Resting state functional magnetic imaging (fMRI) is a novel means to examine functional brain networks. It allows investigators to identify functional networks defined by distinct, spontaneous signal fluctuations. Resting state functional connectivity (RSFC) studies examining child and adolescent psychiatric disorders are being published with increasing frequency, despite concerns about the impact of motion on findings. Here we review important RSFC findings on typical brain development and recent publications on child and adolescent psychiatric disorders. We close with a summary of the major findings and current strengths and limitations of RSFC studies.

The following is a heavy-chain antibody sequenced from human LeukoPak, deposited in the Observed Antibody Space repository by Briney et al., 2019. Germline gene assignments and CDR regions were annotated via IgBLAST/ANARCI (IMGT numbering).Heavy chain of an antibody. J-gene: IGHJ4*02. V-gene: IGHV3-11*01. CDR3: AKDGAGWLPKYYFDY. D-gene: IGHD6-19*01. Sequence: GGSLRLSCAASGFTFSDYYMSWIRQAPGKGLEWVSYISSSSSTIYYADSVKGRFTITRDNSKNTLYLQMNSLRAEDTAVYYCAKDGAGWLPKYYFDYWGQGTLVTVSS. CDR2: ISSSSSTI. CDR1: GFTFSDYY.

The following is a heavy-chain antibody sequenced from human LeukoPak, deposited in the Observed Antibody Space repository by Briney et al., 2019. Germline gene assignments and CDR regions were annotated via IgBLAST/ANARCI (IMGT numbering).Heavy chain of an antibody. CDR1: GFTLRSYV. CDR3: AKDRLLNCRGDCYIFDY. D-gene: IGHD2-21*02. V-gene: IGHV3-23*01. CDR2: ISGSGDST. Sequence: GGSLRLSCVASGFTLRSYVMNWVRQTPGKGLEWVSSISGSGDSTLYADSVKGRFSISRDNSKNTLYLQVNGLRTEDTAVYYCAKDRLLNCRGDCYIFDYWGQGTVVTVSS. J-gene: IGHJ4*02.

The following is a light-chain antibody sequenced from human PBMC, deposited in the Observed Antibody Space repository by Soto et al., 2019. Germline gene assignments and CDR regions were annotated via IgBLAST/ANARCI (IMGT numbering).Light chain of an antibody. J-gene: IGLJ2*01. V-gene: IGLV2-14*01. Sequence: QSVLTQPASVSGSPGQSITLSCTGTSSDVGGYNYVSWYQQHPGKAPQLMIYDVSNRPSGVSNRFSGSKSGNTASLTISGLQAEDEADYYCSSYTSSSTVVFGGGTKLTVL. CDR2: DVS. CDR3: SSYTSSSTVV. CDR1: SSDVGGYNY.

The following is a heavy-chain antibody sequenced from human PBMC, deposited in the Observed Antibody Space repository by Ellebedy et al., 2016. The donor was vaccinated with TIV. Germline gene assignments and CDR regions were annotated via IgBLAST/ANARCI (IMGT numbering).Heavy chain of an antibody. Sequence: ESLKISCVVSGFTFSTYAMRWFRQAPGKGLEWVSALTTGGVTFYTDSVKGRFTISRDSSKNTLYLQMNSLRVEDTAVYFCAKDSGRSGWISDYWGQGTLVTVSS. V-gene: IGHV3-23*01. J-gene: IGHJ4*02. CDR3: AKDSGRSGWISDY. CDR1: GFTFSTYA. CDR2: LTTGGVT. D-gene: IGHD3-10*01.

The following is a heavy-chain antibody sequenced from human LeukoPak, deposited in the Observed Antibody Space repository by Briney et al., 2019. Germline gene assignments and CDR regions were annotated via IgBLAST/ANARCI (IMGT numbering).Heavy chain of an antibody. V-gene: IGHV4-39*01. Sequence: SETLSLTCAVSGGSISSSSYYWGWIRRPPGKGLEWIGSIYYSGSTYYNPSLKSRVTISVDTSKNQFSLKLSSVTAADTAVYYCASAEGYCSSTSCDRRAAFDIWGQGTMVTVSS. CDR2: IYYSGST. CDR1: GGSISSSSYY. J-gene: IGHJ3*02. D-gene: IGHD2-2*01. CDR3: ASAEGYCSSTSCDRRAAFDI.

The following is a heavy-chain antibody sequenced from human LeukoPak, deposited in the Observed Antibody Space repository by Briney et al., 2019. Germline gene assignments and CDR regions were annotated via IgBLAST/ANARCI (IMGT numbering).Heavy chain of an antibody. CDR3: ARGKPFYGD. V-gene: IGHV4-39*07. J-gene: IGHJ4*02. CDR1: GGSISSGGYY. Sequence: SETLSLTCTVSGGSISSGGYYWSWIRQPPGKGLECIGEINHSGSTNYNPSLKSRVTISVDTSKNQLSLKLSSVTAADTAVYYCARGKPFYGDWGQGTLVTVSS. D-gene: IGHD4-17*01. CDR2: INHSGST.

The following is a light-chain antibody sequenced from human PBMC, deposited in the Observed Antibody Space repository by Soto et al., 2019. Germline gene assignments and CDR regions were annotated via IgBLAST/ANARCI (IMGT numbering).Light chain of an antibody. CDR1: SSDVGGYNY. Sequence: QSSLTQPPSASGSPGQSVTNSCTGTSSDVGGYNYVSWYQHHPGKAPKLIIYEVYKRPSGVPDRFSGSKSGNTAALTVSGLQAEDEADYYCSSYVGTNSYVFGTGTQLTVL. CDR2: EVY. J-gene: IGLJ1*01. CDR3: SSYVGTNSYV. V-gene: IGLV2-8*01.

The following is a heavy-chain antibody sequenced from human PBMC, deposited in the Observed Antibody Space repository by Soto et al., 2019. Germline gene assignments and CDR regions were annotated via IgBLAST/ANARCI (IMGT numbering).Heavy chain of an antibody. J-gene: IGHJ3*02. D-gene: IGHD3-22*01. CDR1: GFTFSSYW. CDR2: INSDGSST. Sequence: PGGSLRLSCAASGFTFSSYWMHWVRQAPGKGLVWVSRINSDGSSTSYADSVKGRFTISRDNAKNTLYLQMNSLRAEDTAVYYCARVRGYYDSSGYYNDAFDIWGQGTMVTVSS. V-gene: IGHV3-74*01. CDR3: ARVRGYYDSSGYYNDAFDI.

|Original language||English (US)|
|Number of pages||9|
|Journal||Current Behavioral Neuroscience Reports|
|State||Published - Sep 1 2014|
Bibliographical noteFunding Information:
Kathryn Cullen and Leslie Hulvershorn received grants from the National Institutes of Health, the Brain and Behavior Research Foundation (formerly NARSAD). Kathryn Cullen also received funding from the Center for Translational Science Institute at the University of Minnesota, and the Academic Center at the University of Minnesota; and travel expenses covered by a National Institutes of Mental Health grant. Michael Francis received research support from the Brain and Behavior Research Foundation and Neuronetics. Melinda Westlund has no conflicts of interest.
© 2014, Springer International Publishing AG.
- Brain development
- Functional MRI
- Functional connectivity
- Resting state